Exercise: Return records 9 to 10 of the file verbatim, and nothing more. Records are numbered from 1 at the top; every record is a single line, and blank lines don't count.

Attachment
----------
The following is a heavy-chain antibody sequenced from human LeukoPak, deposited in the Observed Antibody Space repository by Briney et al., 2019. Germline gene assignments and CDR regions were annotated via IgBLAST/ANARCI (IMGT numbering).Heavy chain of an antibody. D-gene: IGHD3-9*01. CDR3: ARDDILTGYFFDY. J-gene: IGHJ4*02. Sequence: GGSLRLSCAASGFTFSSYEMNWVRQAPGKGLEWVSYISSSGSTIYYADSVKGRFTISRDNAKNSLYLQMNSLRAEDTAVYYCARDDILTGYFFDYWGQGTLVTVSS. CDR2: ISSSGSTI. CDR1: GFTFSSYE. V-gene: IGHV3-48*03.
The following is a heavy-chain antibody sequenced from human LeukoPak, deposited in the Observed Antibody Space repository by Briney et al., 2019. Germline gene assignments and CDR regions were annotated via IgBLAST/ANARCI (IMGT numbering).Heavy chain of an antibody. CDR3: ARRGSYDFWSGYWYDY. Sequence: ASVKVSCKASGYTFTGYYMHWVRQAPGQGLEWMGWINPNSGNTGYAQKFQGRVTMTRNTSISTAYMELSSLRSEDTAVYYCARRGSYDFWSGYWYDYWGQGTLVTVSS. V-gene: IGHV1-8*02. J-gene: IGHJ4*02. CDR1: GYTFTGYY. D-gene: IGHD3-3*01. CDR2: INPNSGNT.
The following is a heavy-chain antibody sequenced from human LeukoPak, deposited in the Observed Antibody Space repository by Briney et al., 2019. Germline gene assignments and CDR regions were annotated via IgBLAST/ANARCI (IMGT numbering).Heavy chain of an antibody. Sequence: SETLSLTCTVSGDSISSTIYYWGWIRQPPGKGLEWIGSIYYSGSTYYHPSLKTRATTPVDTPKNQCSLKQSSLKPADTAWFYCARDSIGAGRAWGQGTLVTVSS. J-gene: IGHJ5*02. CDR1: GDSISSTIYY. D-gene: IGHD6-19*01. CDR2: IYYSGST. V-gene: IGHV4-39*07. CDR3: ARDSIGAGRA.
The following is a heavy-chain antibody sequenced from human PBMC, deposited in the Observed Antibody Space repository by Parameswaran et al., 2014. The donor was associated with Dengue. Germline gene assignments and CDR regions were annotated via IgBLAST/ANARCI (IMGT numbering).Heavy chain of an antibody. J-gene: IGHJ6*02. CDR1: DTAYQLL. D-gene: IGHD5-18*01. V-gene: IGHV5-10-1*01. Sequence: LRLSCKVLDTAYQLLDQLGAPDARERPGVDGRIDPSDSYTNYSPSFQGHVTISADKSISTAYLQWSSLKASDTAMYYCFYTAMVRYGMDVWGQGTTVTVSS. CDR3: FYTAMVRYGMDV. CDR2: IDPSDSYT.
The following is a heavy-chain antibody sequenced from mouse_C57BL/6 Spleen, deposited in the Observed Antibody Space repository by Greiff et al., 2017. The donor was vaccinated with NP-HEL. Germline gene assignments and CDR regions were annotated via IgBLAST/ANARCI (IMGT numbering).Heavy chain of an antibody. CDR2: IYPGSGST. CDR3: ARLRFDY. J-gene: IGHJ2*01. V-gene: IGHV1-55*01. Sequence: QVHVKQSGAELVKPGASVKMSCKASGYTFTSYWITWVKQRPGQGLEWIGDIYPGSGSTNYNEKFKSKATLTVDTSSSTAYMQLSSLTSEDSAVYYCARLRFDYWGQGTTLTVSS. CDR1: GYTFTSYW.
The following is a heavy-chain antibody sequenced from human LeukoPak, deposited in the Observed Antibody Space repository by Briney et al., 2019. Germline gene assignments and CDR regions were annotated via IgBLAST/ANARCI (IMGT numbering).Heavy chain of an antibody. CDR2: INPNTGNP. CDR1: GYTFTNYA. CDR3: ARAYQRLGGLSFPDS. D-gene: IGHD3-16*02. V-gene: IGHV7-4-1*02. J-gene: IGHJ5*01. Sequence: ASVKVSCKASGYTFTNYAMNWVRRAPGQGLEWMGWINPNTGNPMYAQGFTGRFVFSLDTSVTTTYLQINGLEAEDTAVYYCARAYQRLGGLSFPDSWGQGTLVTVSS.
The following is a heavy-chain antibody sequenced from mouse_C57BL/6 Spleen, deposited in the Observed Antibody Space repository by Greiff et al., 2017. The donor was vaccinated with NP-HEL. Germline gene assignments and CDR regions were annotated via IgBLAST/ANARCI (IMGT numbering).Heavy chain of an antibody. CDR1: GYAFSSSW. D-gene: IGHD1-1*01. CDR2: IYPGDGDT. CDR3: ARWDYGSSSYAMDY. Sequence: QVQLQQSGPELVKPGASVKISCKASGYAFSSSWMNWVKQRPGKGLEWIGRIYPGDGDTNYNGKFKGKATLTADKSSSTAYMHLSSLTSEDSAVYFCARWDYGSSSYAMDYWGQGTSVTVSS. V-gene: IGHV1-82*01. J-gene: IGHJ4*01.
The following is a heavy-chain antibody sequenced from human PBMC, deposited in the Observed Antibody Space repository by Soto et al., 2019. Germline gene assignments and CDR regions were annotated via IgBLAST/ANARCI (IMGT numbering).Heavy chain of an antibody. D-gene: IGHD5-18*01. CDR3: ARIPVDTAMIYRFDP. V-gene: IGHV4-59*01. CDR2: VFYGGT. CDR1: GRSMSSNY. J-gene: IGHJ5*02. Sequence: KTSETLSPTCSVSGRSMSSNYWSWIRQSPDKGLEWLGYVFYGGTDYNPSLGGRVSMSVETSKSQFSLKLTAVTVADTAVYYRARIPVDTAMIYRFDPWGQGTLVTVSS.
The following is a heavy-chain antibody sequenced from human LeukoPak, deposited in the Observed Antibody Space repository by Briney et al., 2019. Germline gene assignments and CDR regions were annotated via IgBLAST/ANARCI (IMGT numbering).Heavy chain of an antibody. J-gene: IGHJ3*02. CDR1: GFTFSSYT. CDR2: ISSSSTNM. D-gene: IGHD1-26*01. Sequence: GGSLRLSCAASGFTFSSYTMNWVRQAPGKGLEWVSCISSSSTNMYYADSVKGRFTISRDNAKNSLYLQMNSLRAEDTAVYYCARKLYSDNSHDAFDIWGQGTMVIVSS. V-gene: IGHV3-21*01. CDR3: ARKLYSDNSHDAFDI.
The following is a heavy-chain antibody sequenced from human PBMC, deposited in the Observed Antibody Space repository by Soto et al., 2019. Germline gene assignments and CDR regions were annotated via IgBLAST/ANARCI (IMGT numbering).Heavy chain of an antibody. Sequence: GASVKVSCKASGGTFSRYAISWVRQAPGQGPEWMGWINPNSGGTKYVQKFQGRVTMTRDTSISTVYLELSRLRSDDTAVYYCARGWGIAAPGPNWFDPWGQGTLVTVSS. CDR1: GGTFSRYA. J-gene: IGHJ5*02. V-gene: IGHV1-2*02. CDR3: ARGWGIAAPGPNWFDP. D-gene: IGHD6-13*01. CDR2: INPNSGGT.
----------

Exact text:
The following is a heavy-chain antibody sequenced from human LeukoPak, deposited in the Observed Antibody Space repository by Briney et al., 2019. Germline gene assignments and CDR regions were annotated via IgBLAST/ANARCI (IMGT numbering).Heavy chain of an antibody. J-gene: IGHJ3*02. CDR1: GFTFSSYT. CDR2: ISSSSTNM. D-gene: IGHD1-26*01. Sequence: GGSLRLSCAASGFTFSSYTMNWVRQAPGKGLEWVSCISSSSTNMYYADSVKGRFTISRDNAKNSLYLQMNSLRAEDTAVYYCARKLYSDNSHDAFDIWGQGTMVIVSS. V-gene: IGHV3-21*01. CDR3: ARKLYSDNSHDAFDI.
The following is a heavy-chain antibody sequenced from human PBMC, deposited in the Observed Antibody Space repository by Soto et al., 2019. Germline gene assignments and CDR regions were annotated via IgBLAST/ANARCI (IMGT numbering).Heavy chain of an antibody. Sequence: GASVKVSCKASGGTFSRYAISWVRQAPGQGPEWMGWINPNSGGTKYVQKFQGRVTMTRDTSISTVYLELSRLRSDDTAVYYCARGWGIAAPGPNWFDPWGQGTLVTVSS. CDR1: GGTFSRYA. J-gene: IGHJ5*02. V-gene: IGHV1-2*02. CDR3: ARGWGIAAPGPNWFDP. D-gene: IGHD6-13*01. CDR2: INPNSGGT.